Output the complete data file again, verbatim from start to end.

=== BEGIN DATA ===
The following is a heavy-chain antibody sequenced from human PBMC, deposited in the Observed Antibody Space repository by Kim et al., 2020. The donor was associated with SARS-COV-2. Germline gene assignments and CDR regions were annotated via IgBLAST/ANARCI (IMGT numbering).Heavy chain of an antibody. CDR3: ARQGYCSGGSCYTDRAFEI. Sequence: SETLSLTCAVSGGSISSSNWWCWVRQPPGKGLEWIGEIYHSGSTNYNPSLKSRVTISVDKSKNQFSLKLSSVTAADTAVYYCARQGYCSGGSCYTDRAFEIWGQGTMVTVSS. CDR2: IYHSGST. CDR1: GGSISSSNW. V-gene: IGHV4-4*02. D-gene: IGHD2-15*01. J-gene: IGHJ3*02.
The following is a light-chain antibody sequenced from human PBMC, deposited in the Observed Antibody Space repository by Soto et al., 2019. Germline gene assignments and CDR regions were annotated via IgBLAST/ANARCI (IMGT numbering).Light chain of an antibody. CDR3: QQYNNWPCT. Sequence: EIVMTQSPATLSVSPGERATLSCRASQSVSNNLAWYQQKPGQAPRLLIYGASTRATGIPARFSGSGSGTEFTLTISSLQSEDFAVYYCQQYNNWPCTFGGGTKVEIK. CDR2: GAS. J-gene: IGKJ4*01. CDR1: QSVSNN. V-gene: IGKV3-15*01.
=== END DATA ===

The following is a heavy-chain antibody sequenced from human PBMC, deposited in the Observed Antibody Space repository by Kim et al., 2020. The donor was associated with SARS-COV-2. Germline gene assignments and CDR regions were annotated via IgBLAST/ANARCI (IMGT numbering).Heavy chain of an antibody. CDR3: ARQGYCSGGSCYTDRAFEI. Sequence: SETLSLTCAVSGGSISSSNWWCWVRQPPGKGLEWIGEIYHSGSTNYNPSLKSRVTISVDKSKNQFSLKLSSVTAADTAVYYCARQGYCSGGSCYTDRAFEIWGQGTMVTVSS. CDR2: IYHSGST. CDR1: GGSISSSNW. V-gene: IGHV4-4*02. D-gene: IGHD2-15*01. J-gene: IGHJ3*02.
The following is a light-chain antibody sequenced from human PBMC, deposited in the Observed Antibody Space repository by Soto et al., 2019. Germline gene assignments and CDR regions were annotated via IgBLAST/ANARCI (IMGT numbering).Light chain of an antibody. CDR3: QQYNNWPCT. Sequence: EIVMTQSPATLSVSPGERATLSCRASQSVSNNLAWYQQKPGQAPRLLIYGASTRATGIPARFSGSGSGTEFTLTISSLQSEDFAVYYCQQYNNWPCTFGGGTKVEIK. CDR2: GAS. J-gene: IGKJ4*01. CDR1: QSVSNN. V-gene: IGKV3-15*01.